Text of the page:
Kaudy Manufacturing & Dray

Weston Township

Clark County, Wisconsin


Township 25North, Range 2 West




Weston Township

Clark County

Changing Times




Community Spirit



Weston Township







Clark County


Weston First Owners

Weston Plat Maps

Clark County Lands

Clark County Warrantees




Weston Locals

Globe Locals

Clark County Locals

Clark County


Photo Album




Clark County



Surname Contacts


Jonathan Nichols, John Perry and his wife, were the first recorded pioneers to locate in what is now the township of Weston.


WESTON TOWNSHIP is located southwest of the center of Clark county. It consists of two government townships of thirty-six square miles each; extending twelve miles cast and west, and six miles north and south. The town was first organized in the year 1856, being one of the first town, 3 that were organized in Clark county. It embraced about one-third of the county at that time, and was not reduced to its present limits until nearly twenty years later.

Black River runs in a southerly course through the eastern township.

There are two voting precincts in the town.

The portion of the town east of Black River is known as East Weston, and that west of the river is known as West Weston. Wedge's creek flows through the Western Township. The town is thoroughly watered by several smaller streams, among which is Cawley creek, in East Weston.

That portion of the town which lies along Black river has been settled for many years, and contains some of the richest farms in the count'. The western portion of the town has not been settled as long, but is equally well adapted to agricultural, purposes, and although the most of the farms are small now, they are increasing in size and in number.

The surface was originally covered with hardwood timber interspersed with pine, but much of the timber has been out and farms started, which are producing the best of crops of all kinds. Hay, grain and vegetables of ill kinds grow abundantly, and within a few years, when the western portion of the town is more thoroughly developed, it will stand foremost in wealth among the towns of Clark County. The southern portion of the town is but two miles north of Neillsville, the county seat, so that it is but a short distance from a market and shipping, place for farm produce.

The larger portion of the valuable hardwood timber is still standing, and should be, and probably will be manufactured in the town. If this course is taken it will be one of the chief sources of wealth for many years, but the permanent source of wealth is the rich soil; a surface where the drainage is good and a climate to match, giving the town agricultural advantages which will still exist when the timber resources are exhausted.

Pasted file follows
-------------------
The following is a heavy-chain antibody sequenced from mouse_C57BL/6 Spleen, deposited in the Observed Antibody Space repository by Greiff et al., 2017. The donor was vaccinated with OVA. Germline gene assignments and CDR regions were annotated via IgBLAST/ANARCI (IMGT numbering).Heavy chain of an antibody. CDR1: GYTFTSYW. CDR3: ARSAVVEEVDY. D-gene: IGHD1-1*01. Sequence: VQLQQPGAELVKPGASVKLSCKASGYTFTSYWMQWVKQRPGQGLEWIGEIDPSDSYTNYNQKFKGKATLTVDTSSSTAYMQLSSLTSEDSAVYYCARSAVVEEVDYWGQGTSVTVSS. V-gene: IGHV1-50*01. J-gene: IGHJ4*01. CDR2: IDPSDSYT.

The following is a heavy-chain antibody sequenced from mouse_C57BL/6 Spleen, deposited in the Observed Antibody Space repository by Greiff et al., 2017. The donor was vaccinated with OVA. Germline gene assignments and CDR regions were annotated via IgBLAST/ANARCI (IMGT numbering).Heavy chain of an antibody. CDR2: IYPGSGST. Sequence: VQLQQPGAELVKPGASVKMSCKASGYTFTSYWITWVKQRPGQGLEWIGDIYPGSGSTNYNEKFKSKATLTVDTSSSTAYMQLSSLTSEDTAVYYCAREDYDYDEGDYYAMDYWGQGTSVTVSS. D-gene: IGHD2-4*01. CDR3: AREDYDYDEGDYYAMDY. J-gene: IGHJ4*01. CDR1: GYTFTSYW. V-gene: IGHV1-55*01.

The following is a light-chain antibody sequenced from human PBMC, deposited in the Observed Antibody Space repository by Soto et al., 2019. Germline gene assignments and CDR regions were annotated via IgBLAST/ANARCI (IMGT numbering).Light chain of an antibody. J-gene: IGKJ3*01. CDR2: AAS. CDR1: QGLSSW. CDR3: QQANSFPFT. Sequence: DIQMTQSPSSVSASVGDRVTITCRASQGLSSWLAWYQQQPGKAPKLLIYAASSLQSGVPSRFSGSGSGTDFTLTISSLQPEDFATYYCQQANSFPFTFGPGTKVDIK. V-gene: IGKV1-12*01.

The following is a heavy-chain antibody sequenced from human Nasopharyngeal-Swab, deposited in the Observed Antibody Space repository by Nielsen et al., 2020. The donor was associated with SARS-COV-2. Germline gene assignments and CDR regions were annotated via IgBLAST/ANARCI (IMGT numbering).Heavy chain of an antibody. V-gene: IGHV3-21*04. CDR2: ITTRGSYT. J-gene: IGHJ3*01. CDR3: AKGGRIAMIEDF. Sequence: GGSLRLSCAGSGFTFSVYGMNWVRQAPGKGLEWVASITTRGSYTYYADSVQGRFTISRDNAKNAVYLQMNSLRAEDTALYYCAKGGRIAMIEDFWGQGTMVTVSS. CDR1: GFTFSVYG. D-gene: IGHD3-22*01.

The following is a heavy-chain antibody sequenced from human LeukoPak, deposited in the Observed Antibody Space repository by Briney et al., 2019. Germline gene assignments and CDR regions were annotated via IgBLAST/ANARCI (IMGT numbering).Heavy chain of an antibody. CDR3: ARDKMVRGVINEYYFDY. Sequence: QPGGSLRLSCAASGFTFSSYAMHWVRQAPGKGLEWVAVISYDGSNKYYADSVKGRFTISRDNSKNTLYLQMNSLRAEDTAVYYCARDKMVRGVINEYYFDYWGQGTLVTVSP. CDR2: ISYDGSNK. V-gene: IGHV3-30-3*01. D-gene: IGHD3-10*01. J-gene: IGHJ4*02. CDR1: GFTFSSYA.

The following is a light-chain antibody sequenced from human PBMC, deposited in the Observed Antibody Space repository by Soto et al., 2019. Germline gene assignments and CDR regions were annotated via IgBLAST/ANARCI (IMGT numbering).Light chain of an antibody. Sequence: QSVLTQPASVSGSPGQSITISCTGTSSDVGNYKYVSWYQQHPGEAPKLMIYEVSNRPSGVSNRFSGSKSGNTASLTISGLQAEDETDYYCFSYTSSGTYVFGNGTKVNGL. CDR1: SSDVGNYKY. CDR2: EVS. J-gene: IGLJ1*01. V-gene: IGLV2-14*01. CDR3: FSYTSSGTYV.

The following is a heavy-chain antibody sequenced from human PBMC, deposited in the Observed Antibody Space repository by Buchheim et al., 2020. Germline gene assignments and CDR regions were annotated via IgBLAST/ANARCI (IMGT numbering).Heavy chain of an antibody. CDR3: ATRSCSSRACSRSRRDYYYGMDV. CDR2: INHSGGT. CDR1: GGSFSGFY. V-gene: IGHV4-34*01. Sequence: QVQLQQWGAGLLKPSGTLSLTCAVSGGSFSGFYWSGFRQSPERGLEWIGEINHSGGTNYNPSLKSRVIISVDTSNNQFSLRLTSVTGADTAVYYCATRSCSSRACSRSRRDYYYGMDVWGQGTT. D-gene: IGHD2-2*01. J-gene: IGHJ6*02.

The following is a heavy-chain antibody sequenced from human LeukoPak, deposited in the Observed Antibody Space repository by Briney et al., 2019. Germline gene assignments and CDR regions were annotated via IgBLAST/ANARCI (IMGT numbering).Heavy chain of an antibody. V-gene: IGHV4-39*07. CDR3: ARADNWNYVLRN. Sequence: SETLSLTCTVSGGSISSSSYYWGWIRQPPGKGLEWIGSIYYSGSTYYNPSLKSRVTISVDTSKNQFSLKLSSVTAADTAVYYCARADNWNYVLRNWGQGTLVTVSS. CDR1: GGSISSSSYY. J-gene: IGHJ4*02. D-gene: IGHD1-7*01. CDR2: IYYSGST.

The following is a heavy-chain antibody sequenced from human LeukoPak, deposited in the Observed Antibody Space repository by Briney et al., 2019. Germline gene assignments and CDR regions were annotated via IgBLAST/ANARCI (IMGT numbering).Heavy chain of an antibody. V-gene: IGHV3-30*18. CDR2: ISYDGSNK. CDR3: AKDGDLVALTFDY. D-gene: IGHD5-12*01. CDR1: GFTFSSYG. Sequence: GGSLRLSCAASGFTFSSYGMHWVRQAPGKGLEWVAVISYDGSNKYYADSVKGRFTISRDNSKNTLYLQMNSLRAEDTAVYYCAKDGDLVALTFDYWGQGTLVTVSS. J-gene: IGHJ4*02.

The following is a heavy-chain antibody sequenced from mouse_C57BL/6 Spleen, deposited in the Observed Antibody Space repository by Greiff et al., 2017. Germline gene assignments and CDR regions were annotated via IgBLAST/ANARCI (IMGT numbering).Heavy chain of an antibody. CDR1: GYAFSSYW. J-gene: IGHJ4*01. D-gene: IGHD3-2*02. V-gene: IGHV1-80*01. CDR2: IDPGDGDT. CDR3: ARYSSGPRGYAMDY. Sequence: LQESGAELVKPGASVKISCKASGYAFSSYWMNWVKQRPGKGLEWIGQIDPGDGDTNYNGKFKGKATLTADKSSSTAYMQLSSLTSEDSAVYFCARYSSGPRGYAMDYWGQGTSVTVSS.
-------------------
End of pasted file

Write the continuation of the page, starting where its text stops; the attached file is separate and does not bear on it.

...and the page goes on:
Stock raising of all kinds and dairying are being pursued by the farmer with good success. The Neillsville and Withee stage line runs through the eastern part of the town, Christie post-office is on this line in the northeastern part of the town. E. D. Hatch is the postmaster. He also runs a general store in connection with the post-office, and has quite an extensive trade.

There are already one or two sawmills in the town which are doing a paying business.

Good highways extend all over the town, so that the settlers are not isolated from each other.

The town is divided up into several school districts, all of which have good school buildings, and support the best of schools.

There are no villages in this town, and outside of its timber interests it is exclusively an agricultural town, and for a town of this class, its growth has been good, as the following figures from census reports will show: In 1875 the population of the town was 409; in 1880 it was 530- in 1885 it was 718,, and the census of 1890 gives it a population of 850.

The town has so far been settled by natives of this country, although there are some German settlers.

The town officers for the current year are as follows: Chairman, Charles Burpee; clerk, C. E. Foreman; treasurer, W. K. Armitage; assessor, F. L. Butterfield.


"Clark Co. Illustrated" by Saterlee, Tifft & Marsh, 1890.
Transcribed by Janet Schwarze.





© Every submission is protected by the Digital Millennium Copyright Act of 1998.


Show your appreciation of this freely provided information by not copying it to any other site without our permission.


Become a Clark County History Buff


Report Broken Links

A site created and maintained by the Clark County History Buffs
and supported by your generous donations.


Webmasters: Leon Konieczny, Tanya Paschke,

Janet & Stan Schwarze, James W. Sternitzky,

Crystal Wendt & Al Wessel